Weighing less than 9 pounds (4 kilograms) each and measuring 30 x 10 x 10 centimeters in size, the nanosats are scheduled to launch on the ORS-3 mission in the summer of 2013 and shortly after will begin collecting and transmitting weather data. Each nanosat contains a sensor and GPS receiver to gather data to support weather prediction and assessments. A miniature S-band transceiver downlinks spacecraft and mission data at one megabit per second.
"We anticipate these nanosatellites will play a significant role as affordable and resilient assets in future Air Force space architectures," said Col. Scott Beidleman, director, Development Planning Directorate, Air Force Space and Missile Systems Center. "We look forward to the important data they will collect and provide to the warfighter."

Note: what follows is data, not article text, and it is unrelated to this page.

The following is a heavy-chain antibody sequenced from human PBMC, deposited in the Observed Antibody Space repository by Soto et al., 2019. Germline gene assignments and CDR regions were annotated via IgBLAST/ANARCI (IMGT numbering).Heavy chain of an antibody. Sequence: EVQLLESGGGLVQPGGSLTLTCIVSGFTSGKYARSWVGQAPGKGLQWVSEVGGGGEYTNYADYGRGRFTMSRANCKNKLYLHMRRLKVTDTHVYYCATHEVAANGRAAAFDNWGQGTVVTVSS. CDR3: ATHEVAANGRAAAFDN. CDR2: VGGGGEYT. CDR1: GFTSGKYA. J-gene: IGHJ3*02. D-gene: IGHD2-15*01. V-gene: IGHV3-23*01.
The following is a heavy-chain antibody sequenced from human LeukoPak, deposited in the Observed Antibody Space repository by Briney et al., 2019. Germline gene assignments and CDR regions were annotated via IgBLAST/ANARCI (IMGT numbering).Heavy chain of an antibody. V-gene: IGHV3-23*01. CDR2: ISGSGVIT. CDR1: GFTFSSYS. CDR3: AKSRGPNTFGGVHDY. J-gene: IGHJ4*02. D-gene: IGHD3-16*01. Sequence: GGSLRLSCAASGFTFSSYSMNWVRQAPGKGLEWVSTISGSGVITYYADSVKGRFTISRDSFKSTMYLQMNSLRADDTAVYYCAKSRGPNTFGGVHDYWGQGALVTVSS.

"The SENSE nanosats offer customers an affordable, operationally robust option to conduct military missions using spacecraft no larger than a standard loaf of bread," said Bruce Chesley, Boeing director of Advanced Space & Intelligence Systems, a division of Boeing Phantom Works.
Boeing worked with the Office of Naval Research, SRI International, The Aerospace Corp., and Atmospheric & Space Technology Research Associates to build, test and integrate the nanosats. The satellites are powered by highly efficient ultra triple-junction solar cells produced by Boeing subsidiary Spectrolab.
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